The US’s support to PKK/PYD/YPG is an effort going terribly awry and an urgent course correction is imperative. The vision for a politically united and territorially integrated Syria will be elusive if separatist terrorist organizations are given a free hand and weapons to advance their goals.

Overall, the fight against terrorism cannot be won by siding with one terrorist organization against another. It is the very core idea of the NATO alliance that the security of an ally is prioritized over short-term tactical gains that only help create a vicious cycle of violence.

The US must step back from this grave mistake and not allow itself to be blackmailed by the terrorist outfit.

On the political front, there is hope if the international community would finally walk the talk. A lasting solution can be found through a Syrian-owned process, in line with the UN Security Council Resolution 2254.

A political solution can be reached through an inclusive, free, fair and transparent Syrian-led and Syrian-owned process, leading to а constitution that enjoys the support of the Syrian people and free and fair elections with the participation of all eligible Syrians under UN supervision.

To this end, Turkey has become active in international initiatives seeking end to the crisis. When the Geneva process was stalled and the International Syria Support Group showed little prospect of progress, Turkey stepped in to explore new avenues in order to jumpstart the political process. That could not be done without providing calm on the ground in the first place.

Warring parties cannot engage in meaningful talks when they continue to fire at each other. The evacuation of tens of thousands of civilians from Eastern Aleppo and the nationwide ceasefire agreement that were brokered with Russia were not easy achievements, but they have made profound humanitarian contributions.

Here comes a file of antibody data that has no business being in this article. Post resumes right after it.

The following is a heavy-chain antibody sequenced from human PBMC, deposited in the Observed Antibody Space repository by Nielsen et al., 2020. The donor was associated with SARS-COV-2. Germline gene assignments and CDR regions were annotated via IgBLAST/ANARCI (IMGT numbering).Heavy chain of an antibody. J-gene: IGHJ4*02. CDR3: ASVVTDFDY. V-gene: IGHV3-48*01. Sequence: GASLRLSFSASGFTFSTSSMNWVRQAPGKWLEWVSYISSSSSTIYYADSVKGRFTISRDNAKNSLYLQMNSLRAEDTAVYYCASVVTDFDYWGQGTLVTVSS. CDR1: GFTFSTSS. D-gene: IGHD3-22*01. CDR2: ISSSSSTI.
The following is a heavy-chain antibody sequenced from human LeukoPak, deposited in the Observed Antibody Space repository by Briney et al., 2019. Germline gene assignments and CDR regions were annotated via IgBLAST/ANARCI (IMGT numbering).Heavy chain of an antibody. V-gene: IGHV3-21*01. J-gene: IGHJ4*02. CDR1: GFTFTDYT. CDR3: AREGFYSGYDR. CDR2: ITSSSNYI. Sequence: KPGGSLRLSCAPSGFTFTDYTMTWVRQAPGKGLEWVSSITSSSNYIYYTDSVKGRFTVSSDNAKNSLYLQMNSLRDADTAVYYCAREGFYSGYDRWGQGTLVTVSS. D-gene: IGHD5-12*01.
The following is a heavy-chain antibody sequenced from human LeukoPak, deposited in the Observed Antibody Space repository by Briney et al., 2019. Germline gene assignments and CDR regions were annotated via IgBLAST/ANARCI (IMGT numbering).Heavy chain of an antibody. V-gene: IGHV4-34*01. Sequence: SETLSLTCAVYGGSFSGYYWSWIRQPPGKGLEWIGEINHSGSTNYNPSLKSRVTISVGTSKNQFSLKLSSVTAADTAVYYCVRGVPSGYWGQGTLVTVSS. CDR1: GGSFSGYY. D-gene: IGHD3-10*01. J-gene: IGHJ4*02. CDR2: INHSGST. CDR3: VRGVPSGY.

This pragmatic approach led to the initiation of the Astana talks. Through eight rounds of talks that committed the support of the three guarantors, namely Turkey, Russia and Iran, the violence in Syria has been reduced and the ceasefire regime was reinforced through a de-escalation scheme.

As a result, 2017 was relatively the calmest year throughout this conflict. Most significantly, the Astana talks paved the way for the resumption of the Geneva rounds after a 10-month-long hiatus.

However, the Geneva process needs to be resuscitated. Paying lip service to its primacy as the essential platform in the political process takes us nowhere. The international community has to make the best out of all means at its disposal. The Congress of National Dialogue to be held in Sochi could serve as a complementary exercise in this regard.

In the Presidential Summit held in Sochi on 22 November 2017, bringing together the Astana guarantors, Turkey’s President Erdogan underlined two conditions, among other things, for the initiative’s success: a clear and strong link with the UN-mediated Geneva process; and the participation of the genuine members of the opposition with a clear rejection of anyone affiliated with terrorist organizations, including PYD/YPG.

If these two conditions are met, the Sochi Congress could complement the Geneva process and create a functional synergy. Certainly, this requires constructive engagement by all stakeholders. The US, too, should reclaim its role in efforts aimed at securing peace in Syria.

Syrians, their neighbors, Europeans, Americans, indeed the whole world have suffered enough. The international community must find the resolve to unite its efforts to restore peace and stability in Syria.

Turkey will continue to work hand in hand with the Syrian people in their struggle for a constitutional democracy that safeguards all Syrians’ fundamental rights and freedoms on the basis of equality and regardless of their ethnic, religious or sectarian backgrounds. This formula commands near universal consensus.

The time to make it happen is right now.

Mevlüt Çavuşoğlu is the Foreign Minister of the Republic of Turkey.